Ruth Rendell is a successful British mystery novelist, many of whose novels
have been adapted for the small screen. On the big screen, her work has been successfully
adapted by some of the best directors in world cinema. In 1995, French director Claude
Chabrol remade the 1986 Canadian film A JUDGEMENT IN STONE as LA CÉRÉMONIE,
while Pedro Almodóvar wrote and directed CARNE TRÉMULA (LIVE FLESH) in 1997.
Chabrol, long considered the heir to Hitchcock and Fritz Lang, has returned to her fiction for
his latest effort, THE BRIDESMAID (LA DEMOISELLE D’HONNEUR).
Chabrol, one of the architects of the French Nouvelle Vague, lately has been making
these melodramatic thrillers (e.g., MERCI POUR LE CHOCOLAT, 2000, LA FLEUR
DE MAL, 2003) that showcase terrific actors but exhibit the creakiness of their plotting.
Unfortunately, THE BRIDESMAID is another in the same vein.
Philippe Tardieu (Benoît Magimel) is a salesman who lives at home with his flighty
mother Christine (Aurore Clément) and his two sisters, the affianced Sophie (Solène
Bouton) and the troubled Patricia (Anna Mihalcea). When Christine insists on presenting
a bust of a woman to her new boyfriend (Bernard Le Coq), something in Philippe resents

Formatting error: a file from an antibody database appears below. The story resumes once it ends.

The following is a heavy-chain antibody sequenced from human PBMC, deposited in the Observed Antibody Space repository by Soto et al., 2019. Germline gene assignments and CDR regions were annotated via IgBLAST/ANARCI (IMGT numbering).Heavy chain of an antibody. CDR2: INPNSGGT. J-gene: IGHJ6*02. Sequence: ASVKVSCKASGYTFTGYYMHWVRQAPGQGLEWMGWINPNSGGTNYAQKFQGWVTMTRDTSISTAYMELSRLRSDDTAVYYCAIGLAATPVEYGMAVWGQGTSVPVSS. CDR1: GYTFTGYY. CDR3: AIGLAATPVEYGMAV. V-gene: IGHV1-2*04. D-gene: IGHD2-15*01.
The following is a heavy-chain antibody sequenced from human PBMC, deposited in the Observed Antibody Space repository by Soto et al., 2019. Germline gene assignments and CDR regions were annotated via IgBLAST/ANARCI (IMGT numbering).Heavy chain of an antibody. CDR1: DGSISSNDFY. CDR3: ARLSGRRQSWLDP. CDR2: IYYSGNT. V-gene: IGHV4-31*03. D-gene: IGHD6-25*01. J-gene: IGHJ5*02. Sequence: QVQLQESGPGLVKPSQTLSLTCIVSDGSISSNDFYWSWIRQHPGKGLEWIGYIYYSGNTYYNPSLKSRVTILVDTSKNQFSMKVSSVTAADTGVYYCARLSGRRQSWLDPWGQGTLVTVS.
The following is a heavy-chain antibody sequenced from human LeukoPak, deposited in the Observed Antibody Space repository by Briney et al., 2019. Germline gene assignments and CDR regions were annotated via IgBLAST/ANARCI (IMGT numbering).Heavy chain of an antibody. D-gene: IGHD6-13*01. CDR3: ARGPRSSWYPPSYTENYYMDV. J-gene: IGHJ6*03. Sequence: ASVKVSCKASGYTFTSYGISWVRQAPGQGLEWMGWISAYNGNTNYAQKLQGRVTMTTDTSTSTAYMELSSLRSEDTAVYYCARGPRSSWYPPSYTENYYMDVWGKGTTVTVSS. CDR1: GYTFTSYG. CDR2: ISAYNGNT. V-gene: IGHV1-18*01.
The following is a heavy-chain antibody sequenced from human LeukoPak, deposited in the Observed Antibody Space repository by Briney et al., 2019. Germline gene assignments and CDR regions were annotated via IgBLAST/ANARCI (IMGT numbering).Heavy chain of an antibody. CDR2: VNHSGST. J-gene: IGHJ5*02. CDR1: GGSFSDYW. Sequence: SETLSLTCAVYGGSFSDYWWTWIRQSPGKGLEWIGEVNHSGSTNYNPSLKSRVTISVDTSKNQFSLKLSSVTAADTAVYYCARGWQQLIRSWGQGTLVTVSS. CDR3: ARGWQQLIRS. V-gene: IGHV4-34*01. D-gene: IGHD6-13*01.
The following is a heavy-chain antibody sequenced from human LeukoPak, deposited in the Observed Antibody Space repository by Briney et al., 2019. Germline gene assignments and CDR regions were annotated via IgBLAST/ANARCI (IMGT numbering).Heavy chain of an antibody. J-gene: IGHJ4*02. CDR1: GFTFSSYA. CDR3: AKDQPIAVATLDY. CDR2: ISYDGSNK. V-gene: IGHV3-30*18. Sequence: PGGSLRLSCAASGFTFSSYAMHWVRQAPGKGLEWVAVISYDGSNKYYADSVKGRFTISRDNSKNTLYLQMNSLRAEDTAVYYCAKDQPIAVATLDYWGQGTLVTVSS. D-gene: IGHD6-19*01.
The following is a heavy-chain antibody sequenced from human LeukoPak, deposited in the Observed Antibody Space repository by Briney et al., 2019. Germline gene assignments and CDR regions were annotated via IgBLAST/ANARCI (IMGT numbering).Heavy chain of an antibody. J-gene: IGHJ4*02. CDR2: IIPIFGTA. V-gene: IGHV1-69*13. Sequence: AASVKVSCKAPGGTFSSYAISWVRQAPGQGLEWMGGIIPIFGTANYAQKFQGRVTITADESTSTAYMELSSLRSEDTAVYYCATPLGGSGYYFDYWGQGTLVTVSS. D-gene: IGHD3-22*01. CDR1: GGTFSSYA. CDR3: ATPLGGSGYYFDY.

it. The statue sort of resembles his mother, so there may be an Oedipal thing at work, but
he also realizes that it looks suspiciously like one of the bridesmaids at his sister’s wedding,
the mysterious Senta (Laura Smet). It isn’t long before, Philippe not only has stolen back
the statue and squirreled it away in the closet in his bedroom, but also has begun a torrid
affair with Senta.
To prove their love, Senta suggests three things: planting a tree, making love with
some one of the same sex, and most disturbingly, murdering someone. When a homeless
man turns up dead, Philippe, thinking it was the man who had taken up habitation near
Senta’s home, takes credit for the death in a bout of false bravado. Of course, this leads
to revelations from his paramour and a denouement that is more histrionic than necessary.
I’m continually impressed with Magimel as an actor and totally enjoyed his work here.
Relative newcomer Smet, the daughter of Nathalie Baye and singer Johnny Halliday, does
a terrific job with a part that is more ideal than flesh and blood. While THE BRIDESMAID,
shot by the gifted cinematographer Eduardo Serra, is not on par with some of Chabrol’s
best work, it is very much in keeping with his themes.
Rating: B -
MPAA Rating: NONE
Running time: 110 mins.
(La Demoiselle d'honneur)
|© 2006 by C. E. Murphy. All Rights Reserved.